During another excavation in a different district, Parker badly cut his left thumb and his hand “became nearly useless for a week or more”. His assistant developed severe blisters near the end of his right forefinger, which hindered digging. All the villagers developed blisters on their palms when chopping the hard ground and refused to work on the dig. “To them, I have no doubt that these experiences showed a direct interference of the Earth Spirit with the work of excavation,” Parker writes.

Perhaps that’s why locals were so reticent about discussing their megalithic heritage. In his 1935 book Africa Dances (which sparked my interest in the Senegambian circles), the pioneering anthropologist Geoffrey Gorer mentions “a perfect and inexplicable monolithic stone circle” near Kaffrine, a town in Senegal. The natives, Gorer reports, “had made no legends about it; they were just stones”.10 Or perhaps, with a cautious eye on the Earth Spirit, they just weren’t telling.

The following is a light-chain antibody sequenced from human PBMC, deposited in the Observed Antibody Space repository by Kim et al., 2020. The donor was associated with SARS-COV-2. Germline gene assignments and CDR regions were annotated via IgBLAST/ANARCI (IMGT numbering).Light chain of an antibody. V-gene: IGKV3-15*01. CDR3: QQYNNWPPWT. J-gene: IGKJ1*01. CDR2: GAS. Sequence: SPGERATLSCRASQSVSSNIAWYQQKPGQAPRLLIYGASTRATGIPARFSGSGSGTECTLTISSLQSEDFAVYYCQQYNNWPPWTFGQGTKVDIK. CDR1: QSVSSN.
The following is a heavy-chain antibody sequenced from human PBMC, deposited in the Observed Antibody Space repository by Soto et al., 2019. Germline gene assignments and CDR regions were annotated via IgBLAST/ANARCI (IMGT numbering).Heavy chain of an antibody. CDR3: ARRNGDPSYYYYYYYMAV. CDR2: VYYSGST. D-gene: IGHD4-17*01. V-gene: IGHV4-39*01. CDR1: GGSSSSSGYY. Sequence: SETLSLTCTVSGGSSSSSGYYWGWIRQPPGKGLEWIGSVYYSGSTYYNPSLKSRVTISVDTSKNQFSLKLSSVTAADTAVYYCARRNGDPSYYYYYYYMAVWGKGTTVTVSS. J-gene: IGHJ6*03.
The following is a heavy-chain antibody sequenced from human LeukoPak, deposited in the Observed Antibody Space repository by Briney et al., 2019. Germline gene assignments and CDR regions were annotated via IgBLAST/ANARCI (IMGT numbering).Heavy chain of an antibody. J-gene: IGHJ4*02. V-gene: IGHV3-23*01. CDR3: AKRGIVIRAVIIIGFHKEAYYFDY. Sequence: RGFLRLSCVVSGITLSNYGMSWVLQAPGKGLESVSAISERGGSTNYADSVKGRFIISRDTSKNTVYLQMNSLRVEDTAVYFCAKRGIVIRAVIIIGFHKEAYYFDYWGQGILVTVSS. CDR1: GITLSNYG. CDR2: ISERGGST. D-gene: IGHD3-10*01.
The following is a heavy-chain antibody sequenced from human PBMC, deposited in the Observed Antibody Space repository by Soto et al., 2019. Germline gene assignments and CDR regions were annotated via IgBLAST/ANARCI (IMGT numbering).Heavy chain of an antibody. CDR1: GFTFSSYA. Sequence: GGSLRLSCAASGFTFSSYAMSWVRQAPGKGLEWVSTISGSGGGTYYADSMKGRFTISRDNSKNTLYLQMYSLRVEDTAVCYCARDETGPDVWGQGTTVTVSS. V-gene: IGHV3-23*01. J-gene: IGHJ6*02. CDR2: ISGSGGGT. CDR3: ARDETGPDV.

1. Laporte L, Bocoum H, Cros JP et al. ‘Megalithic monumentality in Africa: from graves to stone circles at Wanar, Senegal. Antiquity 86 (2012) p409-427
  2. Anquandah J. The stone circle sites of Komaland, N Ghana, in West African archaeology. African Archaeological Review 5 (1987), p171-180
  3. Holl AFC. Megaliths in tropical Africa: social dynamics and mortuary practices in ancient Senegambia (ca.1350BCE-1500CE). Int’l Jnl of Modern Anthropology 2 (2021), p363-412
  4. Malville JM, Schild R, Wendorf F et al. Astronomy of Nabta Playa. African Skies July 2007, p2-7
  5. Holl A. Senegambian megaliths as world cultural heritage. Arts and Humanities Open Access Jnl 2 (2018), p179-185
  6. Parker H. Stone circles in Gambia. Jnl of Royal Anthropological Inst of Great Britain and Ireland 53 (1923), p173-228
  7. Burl A. A Guide to the Stone Circles of Britain, Ireland and Brittany. 2nd ed. Yale UP 2005.
  8. Chippindale C. Stonehenge Complete. 3rd ed. Thames & Hudson 2004
  9. Lawrence-Mathers A. The True History of Merlin the Magician. Yale UP 2020
  10. Gorer G. Africa Dances. Faber & Faber 1935

Published in NE170 (December 2022), pp.20-23